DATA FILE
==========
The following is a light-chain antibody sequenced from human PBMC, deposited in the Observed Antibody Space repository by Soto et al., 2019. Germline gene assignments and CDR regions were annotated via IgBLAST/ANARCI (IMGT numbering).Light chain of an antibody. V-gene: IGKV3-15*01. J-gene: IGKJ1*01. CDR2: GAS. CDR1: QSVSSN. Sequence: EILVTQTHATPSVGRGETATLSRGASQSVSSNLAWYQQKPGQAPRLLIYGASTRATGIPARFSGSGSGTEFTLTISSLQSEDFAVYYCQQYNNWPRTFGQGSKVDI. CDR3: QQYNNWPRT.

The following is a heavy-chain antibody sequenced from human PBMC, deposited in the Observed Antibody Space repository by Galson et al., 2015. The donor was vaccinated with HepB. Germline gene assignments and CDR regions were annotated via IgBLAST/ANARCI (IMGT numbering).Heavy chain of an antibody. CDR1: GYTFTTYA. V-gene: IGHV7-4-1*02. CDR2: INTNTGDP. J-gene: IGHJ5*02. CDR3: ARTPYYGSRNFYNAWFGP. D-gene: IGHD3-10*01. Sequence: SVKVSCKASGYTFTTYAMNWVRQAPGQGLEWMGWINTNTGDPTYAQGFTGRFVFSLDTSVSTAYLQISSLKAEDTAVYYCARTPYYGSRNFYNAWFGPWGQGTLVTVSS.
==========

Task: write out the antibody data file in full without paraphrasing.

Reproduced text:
The following is a light-chain antibody sequenced from human PBMC, deposited in the Observed Antibody Space repository by Soto et al., 2019. Germline gene assignments and CDR regions were annotated via IgBLAST/ANARCI (IMGT numbering).Light chain of an antibody. V-gene: IGKV3-15*01. J-gene: IGKJ1*01. CDR2: GAS. CDR1: QSVSSN. Sequence: EILVTQTHATPSVGRGETATLSRGASQSVSSNLAWYQQKPGQAPRLLIYGASTRATGIPARFSGSGSGTEFTLTISSLQSEDFAVYYCQQYNNWPRTFGQGSKVDI. CDR3: QQYNNWPRT.

The following is a heavy-chain antibody sequenced from human PBMC, deposited in the Observed Antibody Space repository by Galson et al., 2015. The donor was vaccinated with HepB. Germline gene assignments and CDR regions were annotated via IgBLAST/ANARCI (IMGT numbering).Heavy chain of an antibody. CDR1: GYTFTTYA. V-gene: IGHV7-4-1*02. CDR2: INTNTGDP. J-gene: IGHJ5*02. CDR3: ARTPYYGSRNFYNAWFGP. D-gene: IGHD3-10*01. Sequence: SVKVSCKASGYTFTTYAMNWVRQAPGQGLEWMGWINTNTGDPTYAQGFTGRFVFSLDTSVSTAYLQISSLKAEDTAVYYCARTPYYGSRNFYNAWFGPWGQGTLVTVSS.